For a finitely presented group, does there always exist a nontrivial finite dimensional unitary representation? If two finitely presented groups have the same set of finite dimensional unitary representations, are they necessarily isomorphic?
No, a finitely presented simple group does not have any non-trivial finite dimensional matrix representation because every finitely generated matrix group is residually finite. There are many non-isomorphic finitely presented simple groups: Thompson groups $T$ and $V$, Burger-Mozes groups and others. They all have the same fin. dim. unitary representations (trivial).
Update A more interesting question is whether two non-isomorphic residually finite groups can have the same finite dimensional matrix (unitary) representations. The answer, I think, is "yes", and is given by the class of groups, found by Nekrashevych in Trans. Amer. Math. Soc. 362 (2010), no. 1, 389–398. Any two groups in his class have the same finite quotients and every linear representation of any of these groups is finite (the latter result follows from the ``branch" property).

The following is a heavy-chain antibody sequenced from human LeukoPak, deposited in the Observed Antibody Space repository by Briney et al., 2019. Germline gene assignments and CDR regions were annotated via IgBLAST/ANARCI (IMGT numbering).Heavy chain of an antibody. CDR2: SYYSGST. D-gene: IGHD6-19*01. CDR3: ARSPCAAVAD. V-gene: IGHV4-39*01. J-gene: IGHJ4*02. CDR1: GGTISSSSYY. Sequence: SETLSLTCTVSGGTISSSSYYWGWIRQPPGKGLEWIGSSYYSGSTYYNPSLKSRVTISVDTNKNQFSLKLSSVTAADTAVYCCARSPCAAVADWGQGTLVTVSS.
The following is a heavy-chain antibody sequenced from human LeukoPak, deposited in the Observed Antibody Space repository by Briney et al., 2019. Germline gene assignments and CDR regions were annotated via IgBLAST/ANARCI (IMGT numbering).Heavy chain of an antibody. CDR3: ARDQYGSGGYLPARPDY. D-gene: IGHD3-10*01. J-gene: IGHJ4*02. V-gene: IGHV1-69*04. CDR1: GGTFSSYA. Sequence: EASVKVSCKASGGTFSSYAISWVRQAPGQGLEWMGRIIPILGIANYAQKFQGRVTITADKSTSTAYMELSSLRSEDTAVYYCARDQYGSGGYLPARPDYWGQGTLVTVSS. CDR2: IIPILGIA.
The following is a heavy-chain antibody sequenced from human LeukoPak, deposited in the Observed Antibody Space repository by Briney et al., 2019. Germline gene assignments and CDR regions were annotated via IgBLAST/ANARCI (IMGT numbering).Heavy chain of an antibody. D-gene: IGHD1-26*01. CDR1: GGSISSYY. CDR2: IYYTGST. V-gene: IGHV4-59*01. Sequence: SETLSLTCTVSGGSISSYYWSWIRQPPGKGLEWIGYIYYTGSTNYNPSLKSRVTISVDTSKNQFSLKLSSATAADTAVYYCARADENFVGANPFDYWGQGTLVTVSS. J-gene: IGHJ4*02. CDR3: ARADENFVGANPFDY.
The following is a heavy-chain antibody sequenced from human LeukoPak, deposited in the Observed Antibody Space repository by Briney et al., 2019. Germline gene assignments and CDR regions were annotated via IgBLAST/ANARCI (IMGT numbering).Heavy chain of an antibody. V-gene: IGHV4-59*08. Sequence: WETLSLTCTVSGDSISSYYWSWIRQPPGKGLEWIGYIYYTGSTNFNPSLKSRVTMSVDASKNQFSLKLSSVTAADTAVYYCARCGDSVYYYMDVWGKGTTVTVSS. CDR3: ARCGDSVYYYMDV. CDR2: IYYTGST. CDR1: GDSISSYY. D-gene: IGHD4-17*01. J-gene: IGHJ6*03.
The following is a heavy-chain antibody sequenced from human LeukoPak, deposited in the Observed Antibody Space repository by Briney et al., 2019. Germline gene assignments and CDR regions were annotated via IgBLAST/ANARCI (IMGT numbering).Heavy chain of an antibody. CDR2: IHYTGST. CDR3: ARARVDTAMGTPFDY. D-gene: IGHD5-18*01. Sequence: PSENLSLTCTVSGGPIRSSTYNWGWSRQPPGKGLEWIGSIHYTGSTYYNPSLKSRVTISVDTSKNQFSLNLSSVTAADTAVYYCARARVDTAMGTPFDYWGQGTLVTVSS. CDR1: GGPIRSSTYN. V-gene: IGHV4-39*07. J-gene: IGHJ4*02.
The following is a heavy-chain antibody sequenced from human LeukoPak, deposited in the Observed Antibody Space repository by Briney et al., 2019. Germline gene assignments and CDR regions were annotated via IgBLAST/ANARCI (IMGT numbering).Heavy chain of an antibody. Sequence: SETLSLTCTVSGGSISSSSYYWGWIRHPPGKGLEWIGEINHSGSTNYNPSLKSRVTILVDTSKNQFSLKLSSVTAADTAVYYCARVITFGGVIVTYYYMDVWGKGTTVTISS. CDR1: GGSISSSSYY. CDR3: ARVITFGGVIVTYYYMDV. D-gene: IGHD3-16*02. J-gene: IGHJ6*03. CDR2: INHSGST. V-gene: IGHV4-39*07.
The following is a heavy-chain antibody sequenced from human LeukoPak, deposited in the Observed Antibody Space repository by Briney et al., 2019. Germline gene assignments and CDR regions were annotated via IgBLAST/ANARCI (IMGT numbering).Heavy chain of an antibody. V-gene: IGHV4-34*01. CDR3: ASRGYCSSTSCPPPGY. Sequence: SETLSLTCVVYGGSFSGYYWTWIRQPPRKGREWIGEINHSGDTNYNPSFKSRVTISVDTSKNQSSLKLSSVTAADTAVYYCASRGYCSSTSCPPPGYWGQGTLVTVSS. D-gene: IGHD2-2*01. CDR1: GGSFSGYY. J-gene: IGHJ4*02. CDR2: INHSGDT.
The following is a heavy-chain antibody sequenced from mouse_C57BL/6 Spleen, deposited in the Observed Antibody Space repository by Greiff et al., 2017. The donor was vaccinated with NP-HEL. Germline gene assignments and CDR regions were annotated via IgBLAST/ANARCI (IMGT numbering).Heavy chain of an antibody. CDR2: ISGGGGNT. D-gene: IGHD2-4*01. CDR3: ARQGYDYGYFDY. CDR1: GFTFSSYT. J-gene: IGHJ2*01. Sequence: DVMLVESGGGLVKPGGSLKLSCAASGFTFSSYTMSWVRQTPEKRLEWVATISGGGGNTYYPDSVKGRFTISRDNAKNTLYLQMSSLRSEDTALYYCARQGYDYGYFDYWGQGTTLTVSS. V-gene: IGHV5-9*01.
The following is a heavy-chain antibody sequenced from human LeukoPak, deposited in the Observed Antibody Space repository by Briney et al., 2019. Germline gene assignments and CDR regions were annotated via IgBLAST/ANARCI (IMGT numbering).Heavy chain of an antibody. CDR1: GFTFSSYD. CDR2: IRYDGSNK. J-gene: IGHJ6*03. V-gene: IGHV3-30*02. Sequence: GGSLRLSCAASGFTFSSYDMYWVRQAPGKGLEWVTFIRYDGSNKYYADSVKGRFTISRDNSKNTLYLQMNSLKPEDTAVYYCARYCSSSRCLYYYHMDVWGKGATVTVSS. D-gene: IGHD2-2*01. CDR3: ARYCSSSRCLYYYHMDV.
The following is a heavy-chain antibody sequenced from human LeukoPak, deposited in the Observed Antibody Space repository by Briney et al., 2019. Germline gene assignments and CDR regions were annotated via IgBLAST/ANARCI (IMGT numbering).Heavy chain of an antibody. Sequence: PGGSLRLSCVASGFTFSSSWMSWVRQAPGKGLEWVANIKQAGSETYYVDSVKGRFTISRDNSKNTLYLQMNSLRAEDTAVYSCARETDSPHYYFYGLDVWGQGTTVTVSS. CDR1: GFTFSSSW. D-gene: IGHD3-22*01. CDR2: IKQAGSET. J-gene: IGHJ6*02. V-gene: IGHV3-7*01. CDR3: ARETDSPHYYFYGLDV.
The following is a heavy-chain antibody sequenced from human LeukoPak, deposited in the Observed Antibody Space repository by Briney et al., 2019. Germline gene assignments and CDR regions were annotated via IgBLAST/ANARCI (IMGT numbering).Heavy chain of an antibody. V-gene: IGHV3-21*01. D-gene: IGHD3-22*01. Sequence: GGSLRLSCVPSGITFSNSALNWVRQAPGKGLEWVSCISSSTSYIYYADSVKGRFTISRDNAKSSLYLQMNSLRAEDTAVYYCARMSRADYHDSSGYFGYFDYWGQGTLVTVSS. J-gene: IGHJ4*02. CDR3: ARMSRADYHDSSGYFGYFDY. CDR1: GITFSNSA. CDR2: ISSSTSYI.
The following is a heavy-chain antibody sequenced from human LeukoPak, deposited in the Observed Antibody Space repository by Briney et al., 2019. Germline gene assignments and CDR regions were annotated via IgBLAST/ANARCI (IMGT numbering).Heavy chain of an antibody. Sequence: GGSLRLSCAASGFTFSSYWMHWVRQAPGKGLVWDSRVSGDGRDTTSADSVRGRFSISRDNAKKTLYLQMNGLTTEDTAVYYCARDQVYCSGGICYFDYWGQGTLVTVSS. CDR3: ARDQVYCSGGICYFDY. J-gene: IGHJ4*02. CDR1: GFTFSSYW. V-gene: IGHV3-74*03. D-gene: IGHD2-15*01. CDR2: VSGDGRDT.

One can even find a nice criterion: By Malcev's theorem, every finitely generated linear group is residually finite. Conversely, a finite group clearly admits a nontrivial unitary representation. So a finitely generated group admits a nontrivial unitary representation if and only if it has a nontrivial finite quotient.